Environmental samples to be collected include water and dust from the home, while blood, stool and airway swabs will be gathered from participants. These will be evaluated to learn how microbes dictate - or don't - the development of allergies and asthma, as well as what genetic influences may result in better preventive therapies.

"It is this three-pronged approach - the population, microbiological and mechanistic studies - that gives BEAMS its edge," said Donata Vercelli, MD, professor of cellular and molecular medicine, associate director of the Asthma and Airway Disease Research Center and one of several principal investigators.

"We are going to do something absolutely novel and, to some extent, revolutionary. We will have a microbiological picture of whatever is happening in the lives of these children and their mothers at very high resolution."

Both Drs. Martinez and Vercelli are interested to see if the social isolation and enhanced hygiene of the COVID-19 pandemic will affect children participating in the study.

"These changes in lifestyle related to COVID-19 might also prompt differences in how the developmental trajectory in these children occurs," Dr. Vercelli added. "This could be an enormous confounding factor. Whereas, because we are proposing this in-depth analysis, we have an opportunity to actually see if, whether and how these differences in behavior and lifestyle impact these children and their mothers."

Source:

University of Arizona Health Sciences
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Scientists identify severe asthma species, show air pollutant as likely contributor

4/13/21


https://www.sciencedaily.com/releases/2 ... 081424.htm


Asthma afflicts more than 300 million people worldwide. The most severe manifestation, known as non-Th2, or non-atopic childhood asthma, represents the majority of the cases, greater than 85%, particularly in low-income countries, according to Hyunok Choi, an associate professor at the Lehigh University College of Health. Yet, whether non-Th2 is a distinct disease (or endotype) or simply a unique set of symptoms (or phenotype) remains unknown.

"Non-Th2 asthma is associated with very poor prognosis in children and great, life-long suffering due to the absence of effective therapies," says Choi. "There is an urgent need to better understand its mechanistic origin to enable early diagnosis and to stop the progression of the disease before it becomes severe."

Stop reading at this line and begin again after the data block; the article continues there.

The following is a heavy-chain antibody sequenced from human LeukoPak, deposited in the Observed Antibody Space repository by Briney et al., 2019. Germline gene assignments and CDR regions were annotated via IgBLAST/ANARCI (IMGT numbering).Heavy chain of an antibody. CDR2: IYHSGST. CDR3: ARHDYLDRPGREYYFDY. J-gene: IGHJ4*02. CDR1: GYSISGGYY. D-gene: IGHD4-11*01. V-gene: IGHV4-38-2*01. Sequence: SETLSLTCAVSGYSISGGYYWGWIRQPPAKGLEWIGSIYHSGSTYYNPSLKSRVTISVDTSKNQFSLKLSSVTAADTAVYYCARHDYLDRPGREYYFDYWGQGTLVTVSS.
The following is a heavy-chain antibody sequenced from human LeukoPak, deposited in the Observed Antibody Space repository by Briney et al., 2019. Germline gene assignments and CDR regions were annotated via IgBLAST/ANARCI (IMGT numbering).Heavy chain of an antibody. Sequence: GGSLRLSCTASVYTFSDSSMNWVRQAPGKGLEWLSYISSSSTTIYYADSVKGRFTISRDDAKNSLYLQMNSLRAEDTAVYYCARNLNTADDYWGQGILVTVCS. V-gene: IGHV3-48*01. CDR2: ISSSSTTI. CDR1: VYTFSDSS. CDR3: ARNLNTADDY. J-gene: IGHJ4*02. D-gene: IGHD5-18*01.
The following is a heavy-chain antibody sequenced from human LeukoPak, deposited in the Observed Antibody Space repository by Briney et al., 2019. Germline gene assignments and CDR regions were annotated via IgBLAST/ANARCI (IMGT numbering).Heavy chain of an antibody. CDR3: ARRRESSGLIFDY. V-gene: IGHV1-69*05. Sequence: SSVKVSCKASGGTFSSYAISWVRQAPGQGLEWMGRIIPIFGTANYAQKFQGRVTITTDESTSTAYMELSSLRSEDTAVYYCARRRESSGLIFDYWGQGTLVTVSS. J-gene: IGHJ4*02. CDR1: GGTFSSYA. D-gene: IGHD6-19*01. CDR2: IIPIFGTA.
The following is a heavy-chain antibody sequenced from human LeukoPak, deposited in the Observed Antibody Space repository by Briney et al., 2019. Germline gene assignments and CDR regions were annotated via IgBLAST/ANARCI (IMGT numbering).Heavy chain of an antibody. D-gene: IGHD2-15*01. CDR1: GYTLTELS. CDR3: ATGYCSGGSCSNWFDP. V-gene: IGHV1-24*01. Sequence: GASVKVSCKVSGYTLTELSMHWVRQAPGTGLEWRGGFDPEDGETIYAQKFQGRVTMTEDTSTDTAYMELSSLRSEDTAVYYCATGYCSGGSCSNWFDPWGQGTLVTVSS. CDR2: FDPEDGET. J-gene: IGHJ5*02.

Studies show that nearly 50% of the children whose asthma is poorly controlled are expected to emerge as severe adult cases. Yet, a one-size-fits-all treatment approach, currently the norm for asthma, is ineffective and, says Choi, and partially responsible for asthma's growing economic burden.

"The primary reason for lack of therapeutic and preventive measures is that no etiologic, or causal, driver has ever been identified for the non-Th2 asthma," says Choi.

Now, for the first time, an epidemiological study, led by Choi, has shown that not only is non-Th2 a distinct disease, its likely inducer is early childhood exposure to airborne Benzo[a]pyrene, a byproduct of fossil fuel combustion. Choi and her colleagues are the first to demonstrate air pollution as a driver of the most challenging type of asthma, the severe subtype which is non-responsive to current therapies.

The team describes their results in an article recently published online in Environmental Health Journal called "Airborne Benzo[a]Pyrene May Contribute to Divergent Pheno-Endotypes in Children."

What is termed asthma is an umbrella word for multiple diseases with common symptoms. Asthma has been broadly classified as two major sets of symptoms: T helper cell high (Th2-high) and T helper cell low (non-Th2). Th2-high is associated with early-childhood allergies to common pollutants such as pet dander, tree pollens, or mold. In contrast, non-TH2 is not related to an allergic response. The non-Th2 type, marked explicitly by being non-allergy-related, is far less understood than the TH-2 type and could transform into severe or difficult to treat type.